The Crossover by Kwame Alexander
I can’t help feeling that if more books were like The Crossover more kids would become and stay readers. This book is easy to read. I don’t mean that in the sense of it being a book without complexity or without depth or without complicated vocabulary, because it has all of those things. I mean that the pages just fly by. That the things that should be hard to follow, like the writing style that flows through many types of poetry, or hard to read, like the frustration of brothers growing apart and the pain and worry for a father whose health is in jeopardy, just aren’t. Reading this, even the parts that make your heart hurt, is pure pleasure. It’s a Newbery that I fully believe kids will read and love. Not one that adults can appreciate but will miss its aim with its intended audience.
Josh Bell, sometimes known as Filthy McNasty, and his twin brother Jordan know their way around a basketball court. Of course they do. Their father is none other than Da Man, Chuck Bell, who once was a championship winning basketball player. His support and encouragement of them is constant, pushing them to succeed now that he can no longer play. Things become complicated between the brothers when Jordan meets the pretty new girl at school. They are also constantly balancing their desire to please their dad with their concerns about his health.
Age Recommendation: Grades 5 and up. I think boys that have some interest in girls/girlfriends will find this a lot more interesting and relevant than those that don’t, but it really doesn’t have a lot of romance in it. There’s some information in the spoiler that may also be necessary when trying to decide if this book is appropriate for a reader. It is foreshadowed throughout, but I don’t think most readers will expect that to be the final outcome.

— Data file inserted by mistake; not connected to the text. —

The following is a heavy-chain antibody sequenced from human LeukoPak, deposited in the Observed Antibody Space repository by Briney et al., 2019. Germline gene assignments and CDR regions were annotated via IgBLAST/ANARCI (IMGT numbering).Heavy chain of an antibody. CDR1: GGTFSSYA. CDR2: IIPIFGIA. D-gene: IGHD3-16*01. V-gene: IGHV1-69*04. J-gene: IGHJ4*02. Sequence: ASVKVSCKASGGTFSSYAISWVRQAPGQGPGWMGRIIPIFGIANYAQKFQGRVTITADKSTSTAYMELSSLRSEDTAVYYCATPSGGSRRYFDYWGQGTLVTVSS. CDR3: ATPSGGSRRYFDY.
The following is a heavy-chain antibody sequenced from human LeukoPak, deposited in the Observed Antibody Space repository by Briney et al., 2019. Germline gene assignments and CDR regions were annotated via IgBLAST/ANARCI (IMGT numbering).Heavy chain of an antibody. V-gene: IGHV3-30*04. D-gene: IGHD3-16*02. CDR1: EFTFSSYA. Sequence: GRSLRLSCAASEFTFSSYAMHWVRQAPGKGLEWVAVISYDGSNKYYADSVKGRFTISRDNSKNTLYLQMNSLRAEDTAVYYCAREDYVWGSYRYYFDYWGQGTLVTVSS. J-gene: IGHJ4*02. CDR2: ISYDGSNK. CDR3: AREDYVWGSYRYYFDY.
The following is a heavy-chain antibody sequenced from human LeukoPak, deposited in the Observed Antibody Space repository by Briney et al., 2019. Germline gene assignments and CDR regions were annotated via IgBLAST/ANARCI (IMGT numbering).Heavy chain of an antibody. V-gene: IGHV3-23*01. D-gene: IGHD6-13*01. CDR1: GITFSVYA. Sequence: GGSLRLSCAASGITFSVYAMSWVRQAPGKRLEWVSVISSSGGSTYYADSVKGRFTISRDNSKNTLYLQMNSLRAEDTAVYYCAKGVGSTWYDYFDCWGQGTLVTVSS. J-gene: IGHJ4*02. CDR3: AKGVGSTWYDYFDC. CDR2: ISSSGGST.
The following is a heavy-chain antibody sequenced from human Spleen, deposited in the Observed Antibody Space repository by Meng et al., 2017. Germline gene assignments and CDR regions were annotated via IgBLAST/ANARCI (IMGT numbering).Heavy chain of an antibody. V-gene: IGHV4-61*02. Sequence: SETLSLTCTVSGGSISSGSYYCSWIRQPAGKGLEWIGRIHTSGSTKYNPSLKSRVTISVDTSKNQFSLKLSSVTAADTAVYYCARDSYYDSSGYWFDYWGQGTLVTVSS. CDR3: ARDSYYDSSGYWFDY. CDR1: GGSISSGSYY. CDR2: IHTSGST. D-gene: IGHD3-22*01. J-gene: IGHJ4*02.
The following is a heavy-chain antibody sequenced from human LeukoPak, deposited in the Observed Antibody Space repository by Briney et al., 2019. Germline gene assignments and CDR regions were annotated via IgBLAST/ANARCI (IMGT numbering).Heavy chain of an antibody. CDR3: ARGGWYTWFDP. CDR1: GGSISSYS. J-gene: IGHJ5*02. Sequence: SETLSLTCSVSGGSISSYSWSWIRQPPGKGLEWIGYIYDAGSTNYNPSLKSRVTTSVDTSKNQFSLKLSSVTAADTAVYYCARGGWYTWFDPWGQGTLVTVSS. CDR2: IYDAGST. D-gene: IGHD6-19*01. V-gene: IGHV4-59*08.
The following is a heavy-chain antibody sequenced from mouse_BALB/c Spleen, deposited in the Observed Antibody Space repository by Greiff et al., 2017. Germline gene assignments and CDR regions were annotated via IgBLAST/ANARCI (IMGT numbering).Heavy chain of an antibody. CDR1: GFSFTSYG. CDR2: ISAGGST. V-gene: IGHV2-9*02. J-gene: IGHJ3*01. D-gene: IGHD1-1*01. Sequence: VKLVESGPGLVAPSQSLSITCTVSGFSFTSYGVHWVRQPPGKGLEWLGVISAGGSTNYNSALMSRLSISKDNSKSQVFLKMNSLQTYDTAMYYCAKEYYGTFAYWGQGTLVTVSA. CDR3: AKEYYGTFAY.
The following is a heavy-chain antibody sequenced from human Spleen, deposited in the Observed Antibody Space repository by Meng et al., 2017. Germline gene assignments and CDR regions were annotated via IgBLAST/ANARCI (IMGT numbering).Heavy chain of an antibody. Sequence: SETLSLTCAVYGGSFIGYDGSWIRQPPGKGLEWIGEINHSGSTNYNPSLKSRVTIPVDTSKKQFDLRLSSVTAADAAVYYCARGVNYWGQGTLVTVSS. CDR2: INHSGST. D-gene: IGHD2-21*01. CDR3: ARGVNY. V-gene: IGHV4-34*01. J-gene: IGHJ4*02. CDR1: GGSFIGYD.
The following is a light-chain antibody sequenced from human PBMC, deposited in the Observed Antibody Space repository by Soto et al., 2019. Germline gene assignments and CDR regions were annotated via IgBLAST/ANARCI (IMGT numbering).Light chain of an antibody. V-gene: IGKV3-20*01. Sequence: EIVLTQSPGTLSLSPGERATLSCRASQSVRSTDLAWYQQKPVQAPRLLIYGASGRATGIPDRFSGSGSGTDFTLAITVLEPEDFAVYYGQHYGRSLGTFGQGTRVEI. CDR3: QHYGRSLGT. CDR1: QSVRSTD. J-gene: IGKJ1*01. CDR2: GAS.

Sex, Nudity, Dating – He hits his brother in the head with a jockstrap. His dad says that back in his day he kissed a lot of pretty ladies. A teenage boy kissed a girl. Boys discuss if a girl is a hottie or a cutie. Josh hears his parents argue and his father tell his mother to “come kiss me”. Later they stop talking and he writes “I know what that means. Uggh”. That happens more than once. Obviously, some readers may interpret that as intercourse, while younger or more innocent readers might just assume kissing. A boy is frustrated with his brother’s interest in a girl. A boy has a girlfriend. A couple holds hands. The couple kisses. Other boys get girlfriends.
Profanity – Supposedly his grandfather cursed a lot. “jerk”,
Death, Violence and Gore – The boys are told that their grandfather died from a fall (this is a bit that feels off – evidently the grandfather really died of a stroke, but it’s not clear at all why anyone would lie about that to their kids). A boy is hit in the face with a basketball and bleeds a lot. After an outburst a man bleeds from the nose profusely.
Drugs, Alcohol and Smoking – Mom’s younger brother smokes cigars.
Frightening or Intense Things – The boys’ father has an episode where he coughs, clutches his chest and can’t speak. Later he vomits and is clutching his chest.